Pumpkin Cheesecake

Pumpkin Cheesecake


Whether you’re tired of pumpkin pie or just want to serve something else on the holiday table, this pumpkin cheesecake will do the trick. You can make it and store covered in the fridge for up to a week, which is great for cooks who want to get ahead of all their cooking and baking.

This pumpkin cheesecake uses dark brown sugar for more depth of flavor and it balances the richness of the cream cheese. You’ll also notice I heat the puree in step one below. It’s cooked to evaporate some of the moisture and concentrate the sugars and flavors.

Pumpkin Cheesecake

FILLING

  • 16 ounces of pumpkin puree (canned or my homemade version)
  • 1 teaspoon ground ginger
  • 1 teaspoon nutmeg (freshly grated)
  • 6 ounces dark brown sugar
  • 1 tablespoon vanilla extract
  • 3 large eggs (beaten)
  • 16 ounces cream cheese (at room temperature)

CRUST

  • 7 ounces ginger cookies (Nabisco ginger snaps, about 20)
  • 1 tablespoon dark brown sugar
  • 1/4 teaspoon kosher salt
  • 2 ounces unsalted butter (melted plus extra for the pan)
  1. Bring the pumpkin puree to a simmer over medium heat in a 2-quart saucepan. Cook, stirring occasionally, for 2 to 3 minutes or until slightly thickened. Remove from the heat and add the ginger, nutmeg and dark brown sugar. Set aside to cool to room temperature (approximately 1 hour).
  2. Heat the oven to 300 degrees F.
  3. Cut a parchment paper circle and long strip to fit the bottom and sides of a 9 by 3-inch cake pan. Brush the bottom and sides of the pan with melted butter. Adhere the parchment pieces to the bottom and sides of the pan.
  4. Prepare the crust by placing the ginger cookies, 1 tablespoon of dark brown sugar and salt into the bowl of a food processor and process into a fine crumb, approximately 1 to 2 minutes.
  5. With the food processor running, drizzle in the melted butter. Stop and pulse 3 to 4 times or until the butter is well-incorporated.
  6. Press the crust mixture into the bottom of the parchment-lined pan using a weighted glass. Bake for 15 minutes. Then cool for at least 10 minutes on a cooling rack.
  7. Combine the eggs and vanilla in a small mixing bowl. Bring two quarts of water to a boil in an electric kettle.
  8. Beat the cream cheese in a stand mixer with the paddle attachment for 10 seconds on low speed.
  9. Add the prepared pumpkin mixture and mix on low for 30 seconds. Stop and scrape down the sides of the bowl. Turn the mixer up to medium, and beat until the mixture is lump free, approximately 1 to 2 minutes.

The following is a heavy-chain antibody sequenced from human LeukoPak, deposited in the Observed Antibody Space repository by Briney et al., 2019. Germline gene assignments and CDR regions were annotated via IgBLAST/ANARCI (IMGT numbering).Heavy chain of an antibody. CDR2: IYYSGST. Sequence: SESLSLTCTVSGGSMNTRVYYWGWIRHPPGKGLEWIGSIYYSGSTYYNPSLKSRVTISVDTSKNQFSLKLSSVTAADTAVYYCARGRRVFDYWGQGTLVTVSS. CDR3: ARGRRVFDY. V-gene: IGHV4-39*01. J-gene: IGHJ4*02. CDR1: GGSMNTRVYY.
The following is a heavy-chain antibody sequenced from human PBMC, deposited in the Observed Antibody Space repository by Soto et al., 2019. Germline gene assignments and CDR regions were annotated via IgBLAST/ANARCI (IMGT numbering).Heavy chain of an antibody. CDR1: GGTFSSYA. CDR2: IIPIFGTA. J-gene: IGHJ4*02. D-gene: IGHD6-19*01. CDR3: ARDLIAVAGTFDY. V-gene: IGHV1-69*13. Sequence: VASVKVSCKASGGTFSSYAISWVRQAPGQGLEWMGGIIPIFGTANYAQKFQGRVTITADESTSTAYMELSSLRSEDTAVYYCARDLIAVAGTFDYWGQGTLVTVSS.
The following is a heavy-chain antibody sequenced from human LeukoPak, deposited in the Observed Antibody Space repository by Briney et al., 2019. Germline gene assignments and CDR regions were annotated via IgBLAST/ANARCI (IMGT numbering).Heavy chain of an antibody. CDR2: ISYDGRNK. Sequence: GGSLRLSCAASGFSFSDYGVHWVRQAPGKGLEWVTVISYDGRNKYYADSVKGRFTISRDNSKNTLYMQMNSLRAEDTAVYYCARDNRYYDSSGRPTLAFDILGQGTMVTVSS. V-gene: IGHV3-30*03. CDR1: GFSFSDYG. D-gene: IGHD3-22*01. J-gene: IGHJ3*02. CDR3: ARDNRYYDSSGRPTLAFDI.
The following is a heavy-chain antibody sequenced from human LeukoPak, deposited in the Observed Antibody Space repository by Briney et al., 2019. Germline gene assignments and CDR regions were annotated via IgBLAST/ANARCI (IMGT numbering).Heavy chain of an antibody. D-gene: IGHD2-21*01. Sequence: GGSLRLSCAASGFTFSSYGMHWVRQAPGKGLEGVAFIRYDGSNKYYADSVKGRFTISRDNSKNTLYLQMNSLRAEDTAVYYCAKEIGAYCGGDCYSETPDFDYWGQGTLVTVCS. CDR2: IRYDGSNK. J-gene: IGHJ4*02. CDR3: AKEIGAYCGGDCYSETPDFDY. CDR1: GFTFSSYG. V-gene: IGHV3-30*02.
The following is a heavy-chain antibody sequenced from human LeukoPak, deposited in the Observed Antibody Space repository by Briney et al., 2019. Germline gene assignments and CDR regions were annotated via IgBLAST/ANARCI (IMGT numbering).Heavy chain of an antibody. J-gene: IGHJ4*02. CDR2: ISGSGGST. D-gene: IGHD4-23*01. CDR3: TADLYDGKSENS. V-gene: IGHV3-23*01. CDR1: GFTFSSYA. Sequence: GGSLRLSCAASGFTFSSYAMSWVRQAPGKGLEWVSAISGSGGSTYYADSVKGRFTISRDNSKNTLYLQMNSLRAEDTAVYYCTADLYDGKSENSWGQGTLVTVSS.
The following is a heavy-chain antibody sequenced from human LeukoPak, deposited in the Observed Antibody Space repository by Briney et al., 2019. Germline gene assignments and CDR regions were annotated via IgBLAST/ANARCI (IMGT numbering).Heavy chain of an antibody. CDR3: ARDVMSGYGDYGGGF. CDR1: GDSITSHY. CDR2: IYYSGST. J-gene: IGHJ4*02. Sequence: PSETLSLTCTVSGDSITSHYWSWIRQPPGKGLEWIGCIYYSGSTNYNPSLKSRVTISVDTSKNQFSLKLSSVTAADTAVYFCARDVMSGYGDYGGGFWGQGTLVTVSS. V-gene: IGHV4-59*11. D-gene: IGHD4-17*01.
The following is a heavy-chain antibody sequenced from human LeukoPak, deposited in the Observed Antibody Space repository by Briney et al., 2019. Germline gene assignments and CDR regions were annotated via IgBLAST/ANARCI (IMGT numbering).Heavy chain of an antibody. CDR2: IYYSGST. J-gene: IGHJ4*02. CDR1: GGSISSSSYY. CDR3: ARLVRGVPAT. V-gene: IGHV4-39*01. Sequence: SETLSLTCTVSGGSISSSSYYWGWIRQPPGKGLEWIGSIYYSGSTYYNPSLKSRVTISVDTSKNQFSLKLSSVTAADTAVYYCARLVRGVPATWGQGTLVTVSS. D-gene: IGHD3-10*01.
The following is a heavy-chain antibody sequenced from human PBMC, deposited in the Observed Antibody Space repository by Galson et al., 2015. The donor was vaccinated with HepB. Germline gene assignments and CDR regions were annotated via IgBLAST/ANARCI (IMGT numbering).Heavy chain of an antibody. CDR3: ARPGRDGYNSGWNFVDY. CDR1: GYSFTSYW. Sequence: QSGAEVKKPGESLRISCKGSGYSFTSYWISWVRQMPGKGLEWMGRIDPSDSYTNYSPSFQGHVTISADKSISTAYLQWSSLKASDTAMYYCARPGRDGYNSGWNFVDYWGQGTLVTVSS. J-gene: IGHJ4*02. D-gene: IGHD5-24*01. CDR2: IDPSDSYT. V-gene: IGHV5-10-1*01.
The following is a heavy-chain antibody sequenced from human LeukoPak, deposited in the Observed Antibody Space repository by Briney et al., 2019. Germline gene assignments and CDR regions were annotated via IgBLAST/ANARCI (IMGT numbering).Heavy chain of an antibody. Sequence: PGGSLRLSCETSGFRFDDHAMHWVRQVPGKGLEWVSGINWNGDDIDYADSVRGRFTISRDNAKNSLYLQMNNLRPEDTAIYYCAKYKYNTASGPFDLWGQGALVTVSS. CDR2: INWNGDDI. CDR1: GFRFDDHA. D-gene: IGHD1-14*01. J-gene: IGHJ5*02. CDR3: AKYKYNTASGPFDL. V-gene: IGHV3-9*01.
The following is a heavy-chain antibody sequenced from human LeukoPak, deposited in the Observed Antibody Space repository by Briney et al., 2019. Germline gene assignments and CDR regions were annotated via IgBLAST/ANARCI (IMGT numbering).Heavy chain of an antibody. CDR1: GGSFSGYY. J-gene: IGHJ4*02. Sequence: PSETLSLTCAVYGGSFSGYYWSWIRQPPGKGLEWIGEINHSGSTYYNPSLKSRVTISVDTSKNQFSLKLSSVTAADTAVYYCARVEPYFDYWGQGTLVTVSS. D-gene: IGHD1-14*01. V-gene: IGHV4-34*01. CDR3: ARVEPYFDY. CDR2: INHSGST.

10. With the mixer still on medium speed, slowly pour in half of the egg mixture. Stop and scrape down the sides of the bowl. Add the rest of the egg mixture and mix until completely combined. Pour the filling into the cooled crust.
  11. Line a roasting pan with a kitchen towel. Place the cheesecake to one side of the roasting pan and pour the boiling water in on the other side. Center the cheesecake in the roasting pan and bake for 2 hours. Turn the oven off and open the door for 1 minute. Close the door for 30 minutes.
  12. Remove the cheesecake from the water bath and place in the refrigerator for 6 hours to completely cool before serving. Do not attempt to remove the water bath with the cheesecake in it from the oven, unless you like water in your cheesecake.
  13. When ready to serve, place the entire cake pan into a hot water bath for about 15 seconds. Run a small offset spatula around the cheesecake to free the parchment and remove it. Place a piece of wax paper atop the cake and invert a large plate or the bottom of a spring-form pan on top of it. Flip the whole cheesecake over and remove the cake pan. Remove the parchment paper and place a cardboard cake circle or large plate on the bottom of the cake. Flip the whole thing over again and remove the wax paper.
  14. To slice, place your knife (the longest and thinnest blade you’ve got) into a hot water bath and wipe dry each time you make a pass through the cake. Cut into 12 slices.
  15. Store in the fridge, covered, for up to a week.

Alton Brown Pumpkin Cheesecake Recipe

53 Comments

Add yours
  1. 8
    Bill

    Found some gluten free ginger snaps, that tasted decent. I have a couple of relatives with gluten sensitivity, the rest of the recipe is gluten free. Chilling in the fridge now, will update with reviews from fam.

  2. 9
    Susan Rebelski

    You can get rid of the extra moisture by lining a shallow dish with 3 thick paper towels. Watch as the water is soaked up by the paper towels. Let set 1/2 hour then using the towel to lift the pumpkin into your mixing bowl. It peels right off the paper towel width looking any of the pumpkin.

  3. 13
    Lynda

    Just put it in the refrigerator to cool for tomorrow. I’ll be making some cinnamon maple whipped cream to top it with it. I had a couple of slight cracks, but nothing a little whipped cream can’t cover and it smells delicious, which is really all that matters.

    • 17
      Meghan

      The “recipe on the box” is 25 to 30 min at 325F for cupcake sized cheesecakes. The gradual cooling in AB’s instructions is focused on preventing cracks. Cupcake size would have less risk due to less mass changing temp. But really, isn’t that the point of whipped cream?

      • 19
        Kat

        The gradual cooling isn’t to prevent cracks. It’s gradual so the custard finishes cooking slowly in the water bath and coasts across the “finish line” without overcooking. In his cookbook it says a bit of cornstarch can be used to hold the surface together to prevent cracks.

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